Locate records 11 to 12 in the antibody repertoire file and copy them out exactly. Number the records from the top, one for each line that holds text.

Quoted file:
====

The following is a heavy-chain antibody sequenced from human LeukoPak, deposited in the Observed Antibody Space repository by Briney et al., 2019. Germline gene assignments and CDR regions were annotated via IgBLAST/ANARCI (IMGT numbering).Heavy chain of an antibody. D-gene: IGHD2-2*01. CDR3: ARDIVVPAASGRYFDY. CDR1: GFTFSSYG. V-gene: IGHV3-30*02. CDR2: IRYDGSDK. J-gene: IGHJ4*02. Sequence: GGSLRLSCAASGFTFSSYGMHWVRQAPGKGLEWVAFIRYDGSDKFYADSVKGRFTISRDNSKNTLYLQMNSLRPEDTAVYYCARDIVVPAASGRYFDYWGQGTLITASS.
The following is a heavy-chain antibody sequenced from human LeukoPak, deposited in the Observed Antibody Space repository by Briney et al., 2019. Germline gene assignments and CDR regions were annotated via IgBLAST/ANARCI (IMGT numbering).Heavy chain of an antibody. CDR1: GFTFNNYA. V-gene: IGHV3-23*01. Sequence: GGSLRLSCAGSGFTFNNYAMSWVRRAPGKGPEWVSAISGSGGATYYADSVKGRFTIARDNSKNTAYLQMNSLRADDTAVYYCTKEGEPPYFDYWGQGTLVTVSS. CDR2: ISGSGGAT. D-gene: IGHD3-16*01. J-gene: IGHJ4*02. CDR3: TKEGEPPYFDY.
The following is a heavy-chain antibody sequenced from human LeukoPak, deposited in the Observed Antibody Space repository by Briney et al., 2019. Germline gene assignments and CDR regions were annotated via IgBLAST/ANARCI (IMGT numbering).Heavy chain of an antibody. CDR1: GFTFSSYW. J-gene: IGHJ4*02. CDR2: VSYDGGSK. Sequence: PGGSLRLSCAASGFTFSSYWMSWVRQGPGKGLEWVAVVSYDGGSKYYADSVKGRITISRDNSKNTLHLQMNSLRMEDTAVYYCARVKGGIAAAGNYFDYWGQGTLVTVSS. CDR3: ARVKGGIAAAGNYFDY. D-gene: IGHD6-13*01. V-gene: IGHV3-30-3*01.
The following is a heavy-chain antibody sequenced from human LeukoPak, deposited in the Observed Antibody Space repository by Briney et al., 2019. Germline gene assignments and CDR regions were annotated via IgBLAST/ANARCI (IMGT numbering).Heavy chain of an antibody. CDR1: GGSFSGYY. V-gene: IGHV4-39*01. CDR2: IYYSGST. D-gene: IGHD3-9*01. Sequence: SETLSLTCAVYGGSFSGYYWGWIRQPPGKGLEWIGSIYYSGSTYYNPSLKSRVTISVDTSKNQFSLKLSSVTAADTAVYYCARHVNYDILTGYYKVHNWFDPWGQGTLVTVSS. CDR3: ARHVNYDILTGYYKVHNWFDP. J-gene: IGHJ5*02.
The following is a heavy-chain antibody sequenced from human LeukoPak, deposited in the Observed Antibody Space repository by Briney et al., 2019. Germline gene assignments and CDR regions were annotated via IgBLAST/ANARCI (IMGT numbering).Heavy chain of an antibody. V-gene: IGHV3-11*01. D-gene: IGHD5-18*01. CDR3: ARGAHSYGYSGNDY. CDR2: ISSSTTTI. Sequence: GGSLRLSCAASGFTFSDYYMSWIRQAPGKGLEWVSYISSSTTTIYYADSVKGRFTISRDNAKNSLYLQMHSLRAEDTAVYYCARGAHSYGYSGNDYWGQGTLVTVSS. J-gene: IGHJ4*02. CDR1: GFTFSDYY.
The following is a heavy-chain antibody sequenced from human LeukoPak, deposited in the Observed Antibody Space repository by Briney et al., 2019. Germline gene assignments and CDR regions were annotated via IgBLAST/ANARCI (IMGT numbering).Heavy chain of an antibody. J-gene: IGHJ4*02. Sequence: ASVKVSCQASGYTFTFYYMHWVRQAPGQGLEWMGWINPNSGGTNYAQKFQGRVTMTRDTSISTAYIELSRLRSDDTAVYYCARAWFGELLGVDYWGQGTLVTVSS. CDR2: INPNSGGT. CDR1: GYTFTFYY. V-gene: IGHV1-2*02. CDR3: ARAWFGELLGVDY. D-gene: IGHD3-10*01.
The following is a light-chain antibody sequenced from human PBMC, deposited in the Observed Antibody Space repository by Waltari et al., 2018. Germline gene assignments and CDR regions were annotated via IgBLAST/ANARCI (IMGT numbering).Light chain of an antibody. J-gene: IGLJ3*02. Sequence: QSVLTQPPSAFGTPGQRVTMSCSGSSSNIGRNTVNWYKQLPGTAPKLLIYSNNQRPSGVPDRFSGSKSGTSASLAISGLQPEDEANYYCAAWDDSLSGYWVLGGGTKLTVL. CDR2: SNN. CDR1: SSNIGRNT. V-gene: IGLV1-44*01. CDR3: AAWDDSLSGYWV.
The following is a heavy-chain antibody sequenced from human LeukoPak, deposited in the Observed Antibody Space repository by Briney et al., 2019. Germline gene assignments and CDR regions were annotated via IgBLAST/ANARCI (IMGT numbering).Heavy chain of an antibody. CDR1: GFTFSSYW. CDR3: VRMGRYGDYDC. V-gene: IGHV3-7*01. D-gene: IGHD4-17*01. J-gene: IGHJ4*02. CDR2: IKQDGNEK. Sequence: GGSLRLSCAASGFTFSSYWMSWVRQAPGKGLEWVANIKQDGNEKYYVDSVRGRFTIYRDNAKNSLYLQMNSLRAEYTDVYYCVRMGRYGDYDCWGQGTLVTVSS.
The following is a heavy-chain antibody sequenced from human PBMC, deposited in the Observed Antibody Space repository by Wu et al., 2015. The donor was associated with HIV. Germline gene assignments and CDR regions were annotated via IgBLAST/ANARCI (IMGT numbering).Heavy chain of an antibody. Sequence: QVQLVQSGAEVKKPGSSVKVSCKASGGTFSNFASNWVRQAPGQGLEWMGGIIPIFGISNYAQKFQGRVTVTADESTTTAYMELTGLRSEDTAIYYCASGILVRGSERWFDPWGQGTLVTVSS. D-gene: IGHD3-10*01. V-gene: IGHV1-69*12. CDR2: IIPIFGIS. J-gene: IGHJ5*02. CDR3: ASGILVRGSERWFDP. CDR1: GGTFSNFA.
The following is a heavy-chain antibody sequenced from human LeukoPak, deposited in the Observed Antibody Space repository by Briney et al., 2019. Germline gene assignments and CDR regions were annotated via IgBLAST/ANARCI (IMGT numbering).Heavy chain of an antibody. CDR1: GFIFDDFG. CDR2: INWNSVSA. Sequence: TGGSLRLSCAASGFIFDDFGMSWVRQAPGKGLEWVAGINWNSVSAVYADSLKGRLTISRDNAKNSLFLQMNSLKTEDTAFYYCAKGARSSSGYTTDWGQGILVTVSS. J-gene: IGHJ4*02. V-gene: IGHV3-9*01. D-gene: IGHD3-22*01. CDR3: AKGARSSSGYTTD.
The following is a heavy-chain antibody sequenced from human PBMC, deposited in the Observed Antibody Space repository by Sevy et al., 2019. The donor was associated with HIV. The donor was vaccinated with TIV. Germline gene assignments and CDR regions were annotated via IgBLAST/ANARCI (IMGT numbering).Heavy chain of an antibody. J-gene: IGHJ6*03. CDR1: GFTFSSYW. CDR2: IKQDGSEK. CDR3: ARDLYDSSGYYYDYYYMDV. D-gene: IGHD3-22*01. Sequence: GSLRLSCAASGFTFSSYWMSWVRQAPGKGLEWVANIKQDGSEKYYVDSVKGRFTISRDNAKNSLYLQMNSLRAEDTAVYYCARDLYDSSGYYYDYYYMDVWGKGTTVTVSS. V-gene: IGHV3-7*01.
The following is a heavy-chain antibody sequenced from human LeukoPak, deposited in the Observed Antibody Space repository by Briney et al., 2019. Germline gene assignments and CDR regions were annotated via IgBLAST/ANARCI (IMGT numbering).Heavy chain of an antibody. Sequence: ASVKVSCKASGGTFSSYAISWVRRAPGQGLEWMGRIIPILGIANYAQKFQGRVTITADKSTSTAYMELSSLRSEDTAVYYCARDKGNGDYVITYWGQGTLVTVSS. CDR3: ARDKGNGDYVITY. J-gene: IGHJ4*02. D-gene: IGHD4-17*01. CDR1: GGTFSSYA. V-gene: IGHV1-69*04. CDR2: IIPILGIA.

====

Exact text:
The following is a heavy-chain antibody sequenced from human PBMC, deposited in the Observed Antibody Space repository by Sevy et al., 2019. The donor was associated with HIV. The donor was vaccinated with TIV. Germline gene assignments and CDR regions were annotated via IgBLAST/ANARCI (IMGT numbering).Heavy chain of an antibody. J-gene: IGHJ6*03. CDR1: GFTFSSYW. CDR2: IKQDGSEK. CDR3: ARDLYDSSGYYYDYYYMDV. D-gene: IGHD3-22*01. Sequence: GSLRLSCAASGFTFSSYWMSWVRQAPGKGLEWVANIKQDGSEKYYVDSVKGRFTISRDNAKNSLYLQMNSLRAEDTAVYYCARDLYDSSGYYYDYYYMDVWGKGTTVTVSS. V-gene: IGHV3-7*01.
The following is a heavy-chain antibody sequenced from human LeukoPak, deposited in the Observed Antibody Space repository by Briney et al., 2019. Germline gene assignments and CDR regions were annotated via IgBLAST/ANARCI (IMGT numbering).Heavy chain of an antibody. Sequence: ASVKVSCKASGGTFSSYAISWVRRAPGQGLEWMGRIIPILGIANYAQKFQGRVTITADKSTSTAYMELSSLRSEDTAVYYCARDKGNGDYVITYWGQGTLVTVSS. CDR3: ARDKGNGDYVITY. J-gene: IGHJ4*02. D-gene: IGHD4-17*01. CDR1: GGTFSSYA. V-gene: IGHV1-69*04. CDR2: IIPILGIA.